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I made several applications years ago programming in Visual Basic. Should I list that on my CV in part programming languages?

The language is old and not developed anymore, however a few places still use the legacy technology. On the other hand, I have built working software on that language so employers see that I am capable to learn new languages. I know also some other languages, namely Java, Python, C#, C++, C and some R.

  • When everyone was shtting themselves for y2k and the “final “ meltdown” they were scrabbling around for experienced cobol programmers - my ex-father-in-law was offered an eye watering salary...but he did not want the crp that always comes... – Solar Mike Nov 22 '19 at 18:04
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Before we answer your question, you need to ask yourself a few questions:

  • What kind of job are you applying for?
  • What specific skills or knowledge are required for that job?
  • Does X help an employer evaluate my skills against their requirements?

Sometimes, even if X isn't directly listed in the job requirements, telling an employer that you posses skill X can be useful - for instance, if it helps paint a picture that you can learn new things, or that you've been in the industry long enough that you've dealt with changing trends. Or some other reason.

The important factor to realize is that resumes are sales tools. You are literally selling yourself to a potential employer. So, think of decisions about what to include through that lens - you want to include details that will make you look valuable, but just as importantly, you want to leave out meaningless fluff or things that could detract from your value. You should always be truthful in a resume, but you should also always be focused in a resume.

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    e.g: I sold lemonade in 3rd grade and made a profit, but don't put that in my resume. – Mike Nov 22 '19 at 16:37
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    It's worth noting that classic VB skills can be useful for COM interop situations and it's still alive in Excel. It might also be interesting for some employers for moving older code to something new. Personally I have an obsolete skills section where I list stuff like VB6, Forth and the various assemblers I've used in the past. – PeterI Nov 23 '19 at 18:46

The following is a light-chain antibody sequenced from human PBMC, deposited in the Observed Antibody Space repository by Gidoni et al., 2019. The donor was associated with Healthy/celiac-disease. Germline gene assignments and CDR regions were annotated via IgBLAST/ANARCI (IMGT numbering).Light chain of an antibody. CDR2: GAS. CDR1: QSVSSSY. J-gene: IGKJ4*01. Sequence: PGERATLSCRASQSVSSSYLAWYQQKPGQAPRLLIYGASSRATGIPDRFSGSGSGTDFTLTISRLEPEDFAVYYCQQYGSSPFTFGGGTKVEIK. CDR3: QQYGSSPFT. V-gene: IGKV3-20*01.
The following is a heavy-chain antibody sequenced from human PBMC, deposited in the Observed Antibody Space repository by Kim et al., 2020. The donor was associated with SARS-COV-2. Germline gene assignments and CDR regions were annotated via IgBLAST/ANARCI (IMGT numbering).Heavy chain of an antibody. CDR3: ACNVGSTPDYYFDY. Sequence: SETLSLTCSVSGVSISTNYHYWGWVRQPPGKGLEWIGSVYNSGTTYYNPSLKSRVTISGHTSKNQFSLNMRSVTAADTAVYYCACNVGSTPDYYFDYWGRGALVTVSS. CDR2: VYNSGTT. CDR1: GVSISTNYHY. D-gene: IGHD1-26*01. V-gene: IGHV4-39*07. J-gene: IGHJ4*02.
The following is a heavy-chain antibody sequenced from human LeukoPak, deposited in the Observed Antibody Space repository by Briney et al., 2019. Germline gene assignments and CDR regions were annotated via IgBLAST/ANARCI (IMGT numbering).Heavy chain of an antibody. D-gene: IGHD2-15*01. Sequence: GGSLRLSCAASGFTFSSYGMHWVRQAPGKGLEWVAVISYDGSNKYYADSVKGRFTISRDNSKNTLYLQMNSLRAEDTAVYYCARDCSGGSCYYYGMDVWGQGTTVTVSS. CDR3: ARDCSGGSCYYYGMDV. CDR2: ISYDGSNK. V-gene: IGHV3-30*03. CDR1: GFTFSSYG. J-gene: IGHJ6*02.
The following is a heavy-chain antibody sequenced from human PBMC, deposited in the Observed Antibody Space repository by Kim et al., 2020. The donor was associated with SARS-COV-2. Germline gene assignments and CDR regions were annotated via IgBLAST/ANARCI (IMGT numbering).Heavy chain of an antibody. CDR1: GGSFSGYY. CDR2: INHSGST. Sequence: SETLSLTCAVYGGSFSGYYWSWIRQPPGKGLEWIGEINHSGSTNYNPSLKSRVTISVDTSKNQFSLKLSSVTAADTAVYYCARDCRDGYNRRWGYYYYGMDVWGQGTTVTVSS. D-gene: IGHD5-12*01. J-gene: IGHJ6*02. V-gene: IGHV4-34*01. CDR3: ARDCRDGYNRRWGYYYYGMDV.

• @PeterI yes that's a very good point - in software development, knowing older frameworks can often be valuable. Most mature environments have at least some kind of mix of new and old. – dwizum Nov 25 '19 at 13:45
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This answer isn't just for "old languages" but basically for any skill.

If it is a skill you have, if that's relevant to the job you want, list it in your resume.

If it's an irrelevant skill, a skill you don't want to use anymore (do you want to develop in Visual Basic?), remove it.

So, if you're aiming for a Java Software development job and you dont want to do VB again, you can remove it as it has no relevance here. If you're aiming for an old language development job, it's relevant so list it.

Important point is: adapt your resume to the job you want

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It can be applicable even if the job you're applying to does not need it, depending on how you spin it on the interview. You can present yourself as someone willing to adapt to whatever the company wants and needs at any given time.

My favorite saying is "If the company wants me to do C++, I will do C++... and if tomorrow they want me to do D--, I will learn D--". This attitude can help in getting a job, even if the specific language is not needed.

Having said that, unless you critically need a job, I would recommend looking only for jobs with modern technologies, not extremely old ones. As time passes, if two thirds of your resume is filled with obsolete skills, it will get harder and harder to get a job, both based on resume and in interviews.

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